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Other occasional prayers ; viz.
SCRIPTURE HISTORY OF ST. PAUL EVINCED..
CHAP. I. Exposition of the argument. THE volume of Christian Scriptures contains thirteen letters purporting to be written by St. Paul; it contains also a book, which, amongst other things, professes to deliver the history, or rather meinoirs of the history, of this same person. By assuming the genuineness of the letters, we inay prove the substantial truth of the history; or, by assuming the truth of the history, we may argue strongly in support of the genuineness of the letters. But I assume neither one nor the other. The reader is at liberty to suppose these writings to have been lately discovered in the library of the Escurial, and to come to our hands destitute of any extrinsic or collateral evi. dence whatever; and the arguinent I am about to offer is calculated to show, that a comparison of the different writings would, even under these circumstances, afford good reason to believe the persons and transactions to have been real, the letters authentic, and the narration in the main to be true.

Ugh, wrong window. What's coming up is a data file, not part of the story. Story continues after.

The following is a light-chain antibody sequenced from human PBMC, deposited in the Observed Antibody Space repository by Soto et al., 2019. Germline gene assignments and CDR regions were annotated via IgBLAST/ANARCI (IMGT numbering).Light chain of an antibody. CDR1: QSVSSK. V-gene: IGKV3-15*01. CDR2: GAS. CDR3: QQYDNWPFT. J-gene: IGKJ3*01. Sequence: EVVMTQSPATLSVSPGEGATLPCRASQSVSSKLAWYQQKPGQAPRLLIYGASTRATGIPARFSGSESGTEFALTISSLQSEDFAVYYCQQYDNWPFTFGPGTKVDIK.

Agreement or conformity between letters bear. ing the name of an ancient author, and a receive ed history of that author's life, does not necessarily establish the credit of either: because,